A French security research firm boasted today that it has discovered a two-step process for defeating Google Chrome‘s sandbox, the security technology designed to protect the browser from being compromised by previously unknown security flaws. Experts say the discovery, if true, marks the first time hackers have figured out a way around the vaunted security layer, and almost certainly will encourage attackers to devise similar methods of subverting this technology in Chrome and other widely used software.
In an advisory released today, VUPEN Security said: “We are (un)happy to announce that we have official Pwnd Google Chrome and its sandbox.” The post includes a video showing the exploitation of what VUPEN claims is a previously undocumented security hole in Chrome v.11.0.696.65 on Microsoft Windows 7 SP1 (x64).
“While Chrome has one of the most secure sandboxes and has always survived the Pwn2Own contest during the last three years, we have now uncovered a reliable way to execute arbitrary code on any installation of Chrome despite its sandbox, ASLR and DEP,” the advisory notes. ASLR and DEP are two of the key security defenses built into Windows Vista and Windows 7
Google spokesman Jay Nancarrow said the company was unable to verify VUPEN’s claims, because VUPEN hadn’t shared any information about their findings. “Should any modifications become necessary, users will be automatically updated to the latest version of Chrome,” Nancarrow wrote in an email to KrebsOnSecurity.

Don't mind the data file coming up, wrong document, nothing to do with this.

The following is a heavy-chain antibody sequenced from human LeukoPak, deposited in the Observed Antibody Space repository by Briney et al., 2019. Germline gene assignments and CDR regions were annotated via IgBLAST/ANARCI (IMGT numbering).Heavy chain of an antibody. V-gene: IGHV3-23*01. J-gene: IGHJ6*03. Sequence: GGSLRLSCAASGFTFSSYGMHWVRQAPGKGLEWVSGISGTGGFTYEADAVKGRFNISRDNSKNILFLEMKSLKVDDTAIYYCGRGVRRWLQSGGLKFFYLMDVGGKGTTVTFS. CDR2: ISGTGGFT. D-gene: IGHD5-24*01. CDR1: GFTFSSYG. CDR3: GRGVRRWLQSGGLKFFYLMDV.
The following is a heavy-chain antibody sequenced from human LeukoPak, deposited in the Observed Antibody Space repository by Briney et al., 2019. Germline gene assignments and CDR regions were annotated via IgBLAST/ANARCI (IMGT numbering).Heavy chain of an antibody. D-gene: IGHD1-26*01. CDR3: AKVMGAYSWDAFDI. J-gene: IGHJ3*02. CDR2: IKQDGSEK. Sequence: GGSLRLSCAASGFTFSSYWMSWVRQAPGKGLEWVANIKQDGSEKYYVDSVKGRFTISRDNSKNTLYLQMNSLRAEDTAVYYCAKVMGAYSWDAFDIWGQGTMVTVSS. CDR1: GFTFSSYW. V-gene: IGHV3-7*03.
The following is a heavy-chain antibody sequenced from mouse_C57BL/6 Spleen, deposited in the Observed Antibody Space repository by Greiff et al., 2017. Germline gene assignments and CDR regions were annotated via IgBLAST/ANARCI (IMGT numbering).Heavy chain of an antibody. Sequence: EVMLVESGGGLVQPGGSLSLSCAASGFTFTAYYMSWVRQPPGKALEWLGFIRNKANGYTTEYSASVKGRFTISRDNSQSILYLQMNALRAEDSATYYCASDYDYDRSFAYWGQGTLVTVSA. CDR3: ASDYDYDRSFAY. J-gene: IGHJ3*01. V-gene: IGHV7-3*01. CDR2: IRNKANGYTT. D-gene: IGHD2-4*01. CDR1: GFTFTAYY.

Chaouki Bekar, VUPEN’s CEO and head of research, confirmed that the company had no plans to share any details about their findings with Google, nor was it aware of any steps users could take to mitigate the threat from this attack.
“No, we did not alert Google as we only share our vulnerability research with our Government customers for defensive and offensive security,” Bekar wrote in response to an emailed request for comment. “Unfortunately, we are not aware of any mitigation to protect against these vulnerabilities.”
Jeremiah Grossman, a Web application security expert and chief technology officer for the security consultancy WhiteHat Security, called the news “quite serious.”
“We have governments competing for 0days, and we’re not even sure who the buyers are, maybe the US government didn’t get the 0day,” Grossman said “One way or the other, consumers are unprotected from an 0day we can’t really verify but probably exists. I think that’s quite serious.”